Concordant mothers tended to accurately perceive both the religious values and behaviors of their offspring. For the discordant dyads, the youth tended to perceive the values and behaviors of the mothers more accurately than the mothers perceived the youths' values and behaviors. For the concordant pairs, the young people's religious values correlated with their perceptions of their mothers' religious values one hundred percent of the time, and the mothers' religious values were highly correlated with the mothers' perceptions of the youth values.

The mothers' and the youths' perceptions of each others' religious values did not correlate with their own religious values for the discordant pairs. Implications for theory development as well as practical implications for parents are discussed. Implications for future research are suggested. Brock, Peter ed. Abstract: Guest Editorial, by P Brock. Ban", by K Page. A Testimony, by K Rygh. Youth In Mission, by S Jeyakumar. Tamar, by S Gibbons. Youth, by M Maher.

Dudley, Roger L. Glesbrecht, Norman. Thesis, The University of Regina Canada. Abstract: The influence of parents' religious commitment, parenting support and control style and spousal agreement in parenting style on adolescents' religious commitment was examined in this study. Subjects consisted of students, 14 through 18 years of age, and their parents. The students attended a conservative evangelical high school in rural Saskatchewan. Correlations and step-wise multiple regression were used to identify the parental factors related to and predictive of adolescent religious commitment.

The following conclusions were drawn: a parenting style and spousal agreement in parenting style but not parental faith were significantly related to adolescent religious commitment, b adolescent Intrinsic commitment was significantly and positively related to and predicted by parental authoritative control and support, spousal authoritarian and permissive control agreement, and the God concepts of Forgiving and Freeing, c socially-oriented Extrinsic commitment in male adolescents was significantly and positively related to and predicted by father's and mother's permissive control, and d personally-oriented Extrinsic commitment in female adolescents was significantly and negatively related to and predicted by mother's authoritative control and support.

These categories differed significantly in parental authoritative and permissive control, support, and spousal authoritarian and permissive agreement. Greene, R. Abstract: This thesis is an attempt to move adolescents toward a personalized faith that has been examined and appropriated. Thirty-eight adolescents spent ten weeks of intensive examination of biblical truth in and out of class; they then invested one week in a missions experience.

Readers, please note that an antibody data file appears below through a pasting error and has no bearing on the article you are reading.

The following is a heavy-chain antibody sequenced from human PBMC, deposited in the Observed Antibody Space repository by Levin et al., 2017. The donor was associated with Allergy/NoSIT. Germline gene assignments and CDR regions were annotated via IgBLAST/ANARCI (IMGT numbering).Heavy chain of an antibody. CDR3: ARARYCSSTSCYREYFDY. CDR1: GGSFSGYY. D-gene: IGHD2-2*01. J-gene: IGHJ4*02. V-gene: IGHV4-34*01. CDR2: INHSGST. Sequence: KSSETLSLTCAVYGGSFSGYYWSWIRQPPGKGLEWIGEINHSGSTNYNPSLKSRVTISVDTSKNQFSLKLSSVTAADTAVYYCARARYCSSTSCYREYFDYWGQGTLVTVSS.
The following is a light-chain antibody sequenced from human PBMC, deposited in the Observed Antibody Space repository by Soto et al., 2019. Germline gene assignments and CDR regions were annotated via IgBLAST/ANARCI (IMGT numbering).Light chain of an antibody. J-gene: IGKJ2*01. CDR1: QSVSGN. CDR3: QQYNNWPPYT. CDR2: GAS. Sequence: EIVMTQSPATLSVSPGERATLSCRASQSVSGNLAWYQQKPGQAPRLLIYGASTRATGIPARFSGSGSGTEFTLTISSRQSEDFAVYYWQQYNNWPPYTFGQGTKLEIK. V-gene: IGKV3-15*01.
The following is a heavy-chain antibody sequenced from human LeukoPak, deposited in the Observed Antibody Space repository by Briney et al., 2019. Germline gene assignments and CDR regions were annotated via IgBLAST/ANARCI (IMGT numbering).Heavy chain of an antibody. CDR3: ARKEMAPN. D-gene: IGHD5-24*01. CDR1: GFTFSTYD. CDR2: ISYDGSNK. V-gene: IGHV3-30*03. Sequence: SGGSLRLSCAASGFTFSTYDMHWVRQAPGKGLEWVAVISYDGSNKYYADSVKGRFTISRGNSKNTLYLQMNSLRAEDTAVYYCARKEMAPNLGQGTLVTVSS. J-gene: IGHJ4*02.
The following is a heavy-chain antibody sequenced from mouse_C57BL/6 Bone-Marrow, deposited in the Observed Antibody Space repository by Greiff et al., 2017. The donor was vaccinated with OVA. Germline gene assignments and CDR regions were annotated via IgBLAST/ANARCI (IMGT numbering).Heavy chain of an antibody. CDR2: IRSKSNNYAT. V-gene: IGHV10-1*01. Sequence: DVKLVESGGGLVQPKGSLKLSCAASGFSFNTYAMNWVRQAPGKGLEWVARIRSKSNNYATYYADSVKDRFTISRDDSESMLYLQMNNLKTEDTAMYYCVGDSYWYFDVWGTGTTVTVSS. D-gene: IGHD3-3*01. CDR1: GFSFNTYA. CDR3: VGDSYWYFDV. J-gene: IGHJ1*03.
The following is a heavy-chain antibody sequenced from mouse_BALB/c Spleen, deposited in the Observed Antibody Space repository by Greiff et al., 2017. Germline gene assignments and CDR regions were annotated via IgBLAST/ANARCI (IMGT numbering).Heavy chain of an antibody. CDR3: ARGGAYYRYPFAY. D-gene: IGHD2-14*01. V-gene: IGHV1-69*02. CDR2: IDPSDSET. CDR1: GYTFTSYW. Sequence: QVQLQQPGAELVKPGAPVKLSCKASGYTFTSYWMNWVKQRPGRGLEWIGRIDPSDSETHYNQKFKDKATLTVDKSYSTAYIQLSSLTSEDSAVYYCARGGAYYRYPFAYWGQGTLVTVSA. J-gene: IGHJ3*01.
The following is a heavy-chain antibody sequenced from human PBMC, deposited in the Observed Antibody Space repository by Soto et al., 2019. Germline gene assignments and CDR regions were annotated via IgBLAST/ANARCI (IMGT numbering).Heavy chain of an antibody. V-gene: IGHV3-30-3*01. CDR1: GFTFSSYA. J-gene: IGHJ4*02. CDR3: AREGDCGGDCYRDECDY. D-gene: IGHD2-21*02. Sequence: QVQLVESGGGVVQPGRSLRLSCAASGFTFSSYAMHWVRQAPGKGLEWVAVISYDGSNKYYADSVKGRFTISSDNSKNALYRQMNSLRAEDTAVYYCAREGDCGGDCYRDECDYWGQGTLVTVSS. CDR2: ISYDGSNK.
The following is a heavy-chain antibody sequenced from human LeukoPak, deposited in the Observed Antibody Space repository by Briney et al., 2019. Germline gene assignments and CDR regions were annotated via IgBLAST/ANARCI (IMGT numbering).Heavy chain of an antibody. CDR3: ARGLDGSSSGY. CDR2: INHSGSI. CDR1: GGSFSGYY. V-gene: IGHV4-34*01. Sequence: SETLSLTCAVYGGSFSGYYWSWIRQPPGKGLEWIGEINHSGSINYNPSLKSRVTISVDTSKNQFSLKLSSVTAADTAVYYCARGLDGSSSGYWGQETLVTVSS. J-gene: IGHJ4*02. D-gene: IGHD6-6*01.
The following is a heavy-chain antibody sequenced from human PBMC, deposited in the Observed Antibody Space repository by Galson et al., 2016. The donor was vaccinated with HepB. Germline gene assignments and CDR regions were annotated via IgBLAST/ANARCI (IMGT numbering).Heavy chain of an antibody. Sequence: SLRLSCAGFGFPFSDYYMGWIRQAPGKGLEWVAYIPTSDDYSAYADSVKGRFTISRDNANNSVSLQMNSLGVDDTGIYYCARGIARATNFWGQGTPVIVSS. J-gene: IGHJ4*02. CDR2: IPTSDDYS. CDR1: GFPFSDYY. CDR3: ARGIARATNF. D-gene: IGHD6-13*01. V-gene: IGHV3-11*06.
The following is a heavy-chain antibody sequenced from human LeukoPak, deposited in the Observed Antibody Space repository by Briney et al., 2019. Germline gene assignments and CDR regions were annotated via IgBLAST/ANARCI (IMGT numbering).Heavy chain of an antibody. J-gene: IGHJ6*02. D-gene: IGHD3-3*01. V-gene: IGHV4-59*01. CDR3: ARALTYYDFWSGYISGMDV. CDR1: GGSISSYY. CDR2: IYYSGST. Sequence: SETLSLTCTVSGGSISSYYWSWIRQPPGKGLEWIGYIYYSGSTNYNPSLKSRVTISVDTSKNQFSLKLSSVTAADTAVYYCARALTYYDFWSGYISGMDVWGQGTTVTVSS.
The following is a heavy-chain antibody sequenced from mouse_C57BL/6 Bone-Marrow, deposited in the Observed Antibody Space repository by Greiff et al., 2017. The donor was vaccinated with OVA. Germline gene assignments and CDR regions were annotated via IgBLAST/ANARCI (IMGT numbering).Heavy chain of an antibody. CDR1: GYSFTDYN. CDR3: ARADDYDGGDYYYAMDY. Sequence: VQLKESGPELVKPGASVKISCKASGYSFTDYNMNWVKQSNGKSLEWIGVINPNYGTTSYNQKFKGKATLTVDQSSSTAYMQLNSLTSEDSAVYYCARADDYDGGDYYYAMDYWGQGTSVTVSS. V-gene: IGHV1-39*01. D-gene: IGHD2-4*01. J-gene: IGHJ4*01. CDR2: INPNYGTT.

Both the males and the females made significant gains, with the males making gains of Hoge, Dean R. Hong, Kye Ile. Abstract: A confirmation class combining instruction in basic aspects of Christian faith and orientation to elements of Korean culture, including the traditional music of samulnori, was carried out in a Korean United Methodist Church. It was based on an approach to confirmation as a process of identity formation. The project concluded with a "mission worship" led by the youth in which samulnori and other aspects of Korean culture were introduced into the confirmation service.

Evaluation consisted of written statements by the youth at a concluding retreat of parents and church members after the worship, which expressed very positive responses to the experiences. Johnson, Dale Austin. Abstract: The research examined parental and adolescent identification and interaction with regard to church- taught religious values, among a narrow sector of families white, middle-class, two-parent whose children shared the common religious experience of participation in the youth program of local, evangelical Christian church.

The intent was to more fully understand the interaction of family and church influences with regard to the religious development of young people within the sector itself, and to use the initial sector as a framework for comparisons with other sector within the realm of families influenced by local church Christian education ministry. A qualitative, interview-based research design was used to gather data from subjects, who were divided into separate sets based on the variable of the current church participation level of both the young people and their parents.

Among the conclusions resulting from the study were the following, 1 In the majority of cases the religious values identification of adolescent subjects reflected, in discernible ways, that of one or both parents. However, current patterns of such interaction varied between subject sets. Implications for ministry practice, and suggestions for further research were described. Martin, Russell Franklin. Abstract: The primary thrust of this dissertation is the development of Christian leaders, by the method of short term cross-cultural mission involvement.

The special target group consisted of Christian high school students, from northern California. Between the years of and , I was involved in a program that trained young people for such a ministry, and then led them on a short term mission to selected Latin American countries. I have drawn from the pool of teenagers who went through the program in order to establish the benefits of this ministry in the formation of their Christian leadership skills.